In conducting a case under Christian Science, a practitioner should show as much understanding in the audible treatment as in the silent work where the healing is accomplished. He learns through many a mistake, perchance, how necessary it is to have his conversation "ordered by the Lord" and to obey our Leader's wise instructions, namely, that "the tender word and Christian encouragement of an invalid, pitiful patience with his fears and the removal of them, are better than hecatombs of gushing theories, stereotyped borrowed speeches, and the doling of arguments, which are but so many parodies on legitimate Christian Science, aflame with divine Love" (Science and Health, p. 367). He learns that indiscriminate instruction, given only from a mortal sense of enthusiasm, has often a tendency to confuse and frighten the already disturbed thought of the patient and hinder or delay the results of mental work.

The apostles, when called upon for help, used the expression, "In the name of Jesus Christ of Nazareth." This seems rather an odd way of addressing people who did not know Jesus or probably regarded him only as an ordinary man. In considering Jesus' mode of address, we find it still more simple. He once said, "Lazarus, come forth," and to the lame man, "Arise, and walk;" to one man, "stretch forth thine hand," to another, "Thy sins are forgiven thee." These simple, straightforward commands would have meant nothing, if used by one less spiritually minded than was Jesus, whose absolutely pure thought and motive caused him to have a wonderful spiritual discernment, so that these words so simply spoken were given with the authority of one who commanded every situation and demanded an obedience which should glorify God.

In obedience to his command Lazarus came forth,—came out from matter and corruption, his face bound by a napkin (his true nature covered up by false appearances). The falseness of these material appearances was so apparent to Jesus, the power of Spirit so in evidence, that he used no arguments, but simply gave the command. To the one who was paralyzed by sin he said, "Thy sins be forgiven thee," evidently meaning that man, the spiritual idea, neither had pleasure in sin nor was he bound and enslaved by a sense that temperament, disposition, or inheritance could make him sin's servant. Sin was nothing to enjoy or fear, consequently it was forgiven (destroyed), and the further command, "Arise, take up thy bed, and go unto thine house," seems to mean: You have been resting on a false basis, lying helpless, enslaved by sin, which came from material conclusions, deduced from false teaching and reasoning. Christian Science teaches us to rise out of false consciousness and to know that we ourselves and all others have the God-given ability to obey all the commands of Christ. This leads to the exercise of man's dominion over all things, which surely includes one's own body.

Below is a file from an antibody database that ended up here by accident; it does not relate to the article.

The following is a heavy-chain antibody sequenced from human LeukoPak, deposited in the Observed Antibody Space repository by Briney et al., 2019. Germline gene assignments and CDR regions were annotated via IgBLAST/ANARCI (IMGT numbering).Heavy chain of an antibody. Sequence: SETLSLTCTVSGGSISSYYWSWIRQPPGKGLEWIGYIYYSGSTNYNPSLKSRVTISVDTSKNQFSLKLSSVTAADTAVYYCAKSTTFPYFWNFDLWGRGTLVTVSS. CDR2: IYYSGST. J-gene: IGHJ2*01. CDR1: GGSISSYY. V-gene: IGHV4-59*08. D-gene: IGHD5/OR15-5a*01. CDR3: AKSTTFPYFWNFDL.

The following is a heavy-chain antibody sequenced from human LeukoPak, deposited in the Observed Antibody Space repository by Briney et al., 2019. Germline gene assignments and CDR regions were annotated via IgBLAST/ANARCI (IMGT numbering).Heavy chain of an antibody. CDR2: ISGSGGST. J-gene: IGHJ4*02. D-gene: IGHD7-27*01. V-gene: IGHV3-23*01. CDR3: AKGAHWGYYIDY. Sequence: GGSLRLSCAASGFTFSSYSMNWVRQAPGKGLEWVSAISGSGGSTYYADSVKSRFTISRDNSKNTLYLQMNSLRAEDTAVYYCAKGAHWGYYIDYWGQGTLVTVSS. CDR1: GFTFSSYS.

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October 5, 1912

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